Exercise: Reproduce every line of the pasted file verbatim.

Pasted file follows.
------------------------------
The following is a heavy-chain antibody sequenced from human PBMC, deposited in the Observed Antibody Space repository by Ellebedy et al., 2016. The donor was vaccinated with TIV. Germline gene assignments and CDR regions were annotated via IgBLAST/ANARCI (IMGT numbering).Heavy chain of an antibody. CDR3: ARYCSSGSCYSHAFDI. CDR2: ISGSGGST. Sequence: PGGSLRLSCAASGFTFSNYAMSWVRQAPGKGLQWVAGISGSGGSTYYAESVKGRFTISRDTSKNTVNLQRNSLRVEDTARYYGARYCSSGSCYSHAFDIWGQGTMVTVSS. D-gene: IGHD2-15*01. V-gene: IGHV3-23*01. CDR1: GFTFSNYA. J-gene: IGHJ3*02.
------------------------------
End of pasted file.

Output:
The following is a heavy-chain antibody sequenced from human PBMC, deposited in the Observed Antibody Space repository by Ellebedy et al., 2016. The donor was vaccinated with TIV. Germline gene assignments and CDR regions were annotated via IgBLAST/ANARCI (IMGT numbering).Heavy chain of an antibody. CDR3: ARYCSSGSCYSHAFDI. CDR2: ISGSGGST. Sequence: PGGSLRLSCAASGFTFSNYAMSWVRQAPGKGLQWVAGISGSGGSTYYAESVKGRFTISRDTSKNTVNLQRNSLRVEDTARYYGARYCSSGSCYSHAFDIWGQGTMVTVSS. D-gene: IGHD2-15*01. V-gene: IGHV3-23*01. CDR1: GFTFSNYA. J-gene: IGHJ3*02.